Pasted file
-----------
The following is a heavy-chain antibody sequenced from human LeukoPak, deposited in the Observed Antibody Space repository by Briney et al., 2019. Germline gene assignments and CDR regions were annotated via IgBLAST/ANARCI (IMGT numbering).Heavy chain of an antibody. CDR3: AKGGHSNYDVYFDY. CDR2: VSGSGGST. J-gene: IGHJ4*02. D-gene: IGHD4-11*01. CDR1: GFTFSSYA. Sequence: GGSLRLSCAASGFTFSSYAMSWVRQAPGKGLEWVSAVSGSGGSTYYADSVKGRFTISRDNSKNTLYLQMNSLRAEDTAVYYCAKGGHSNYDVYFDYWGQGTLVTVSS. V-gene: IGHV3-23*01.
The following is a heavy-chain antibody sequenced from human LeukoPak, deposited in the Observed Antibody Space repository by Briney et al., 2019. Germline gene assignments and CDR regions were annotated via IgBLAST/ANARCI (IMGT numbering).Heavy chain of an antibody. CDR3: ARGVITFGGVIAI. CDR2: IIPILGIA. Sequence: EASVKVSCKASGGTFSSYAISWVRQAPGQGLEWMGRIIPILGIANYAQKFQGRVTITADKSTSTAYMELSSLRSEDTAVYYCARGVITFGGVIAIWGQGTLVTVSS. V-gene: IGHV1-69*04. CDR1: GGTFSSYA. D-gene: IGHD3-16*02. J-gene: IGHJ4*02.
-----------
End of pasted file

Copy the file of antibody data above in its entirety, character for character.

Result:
The following is a heavy-chain antibody sequenced from human LeukoPak, deposited in the Observed Antibody Space repository by Briney et al., 2019. Germline gene assignments and CDR regions were annotated via IgBLAST/ANARCI (IMGT numbering).Heavy chain of an antibody. CDR3: AKGGHSNYDVYFDY. CDR2: VSGSGGST. J-gene: IGHJ4*02. D-gene: IGHD4-11*01. CDR1: GFTFSSYA. Sequence: GGSLRLSCAASGFTFSSYAMSWVRQAPGKGLEWVSAVSGSGGSTYYADSVKGRFTISRDNSKNTLYLQMNSLRAEDTAVYYCAKGGHSNYDVYFDYWGQGTLVTVSS. V-gene: IGHV3-23*01.
The following is a heavy-chain antibody sequenced from human LeukoPak, deposited in the Observed Antibody Space repository by Briney et al., 2019. Germline gene assignments and CDR regions were annotated via IgBLAST/ANARCI (IMGT numbering).Heavy chain of an antibody. CDR3: ARGVITFGGVIAI. CDR2: IIPILGIA. Sequence: EASVKVSCKASGGTFSSYAISWVRQAPGQGLEWMGRIIPILGIANYAQKFQGRVTITADKSTSTAYMELSSLRSEDTAVYYCARGVITFGGVIAIWGQGTLVTVSS. V-gene: IGHV1-69*04. CDR1: GGTFSSYA. D-gene: IGHD3-16*02. J-gene: IGHJ4*02.